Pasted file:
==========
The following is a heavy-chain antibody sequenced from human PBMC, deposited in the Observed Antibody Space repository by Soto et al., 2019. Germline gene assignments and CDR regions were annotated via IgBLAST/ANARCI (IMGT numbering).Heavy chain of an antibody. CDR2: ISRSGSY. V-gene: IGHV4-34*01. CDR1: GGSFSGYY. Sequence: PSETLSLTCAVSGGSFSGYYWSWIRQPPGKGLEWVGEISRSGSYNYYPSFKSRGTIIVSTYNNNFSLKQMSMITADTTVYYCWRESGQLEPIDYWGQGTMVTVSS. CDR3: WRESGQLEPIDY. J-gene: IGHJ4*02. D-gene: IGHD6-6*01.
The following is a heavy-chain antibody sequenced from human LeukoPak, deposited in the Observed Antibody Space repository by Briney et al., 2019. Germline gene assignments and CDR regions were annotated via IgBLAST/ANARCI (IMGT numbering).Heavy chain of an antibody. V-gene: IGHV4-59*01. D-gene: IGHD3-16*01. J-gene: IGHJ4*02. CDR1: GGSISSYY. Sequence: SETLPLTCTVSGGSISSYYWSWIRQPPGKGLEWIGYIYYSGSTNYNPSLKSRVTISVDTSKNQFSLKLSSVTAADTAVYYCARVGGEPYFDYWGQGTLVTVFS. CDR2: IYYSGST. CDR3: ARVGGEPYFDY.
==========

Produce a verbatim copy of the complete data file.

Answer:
The following is a heavy-chain antibody sequenced from human PBMC, deposited in the Observed Antibody Space repository by Soto et al., 2019. Germline gene assignments and CDR regions were annotated via IgBLAST/ANARCI (IMGT numbering).Heavy chain of an antibody. CDR2: ISRSGSY. V-gene: IGHV4-34*01. CDR1: GGSFSGYY. Sequence: PSETLSLTCAVSGGSFSGYYWSWIRQPPGKGLEWVGEISRSGSYNYYPSFKSRGTIIVSTYNNNFSLKQMSMITADTTVYYCWRESGQLEPIDYWGQGTMVTVSS. CDR3: WRESGQLEPIDY. J-gene: IGHJ4*02. D-gene: IGHD6-6*01.
The following is a heavy-chain antibody sequenced from human LeukoPak, deposited in the Observed Antibody Space repository by Briney et al., 2019. Germline gene assignments and CDR regions were annotated via IgBLAST/ANARCI (IMGT numbering).Heavy chain of an antibody. V-gene: IGHV4-59*01. D-gene: IGHD3-16*01. J-gene: IGHJ4*02. CDR1: GGSISSYY. Sequence: SETLPLTCTVSGGSISSYYWSWIRQPPGKGLEWIGYIYYSGSTNYNPSLKSRVTISVDTSKNQFSLKLSSVTAADTAVYYCARVGGEPYFDYWGQGTLVTVFS. CDR2: IYYSGST. CDR3: ARVGGEPYFDY.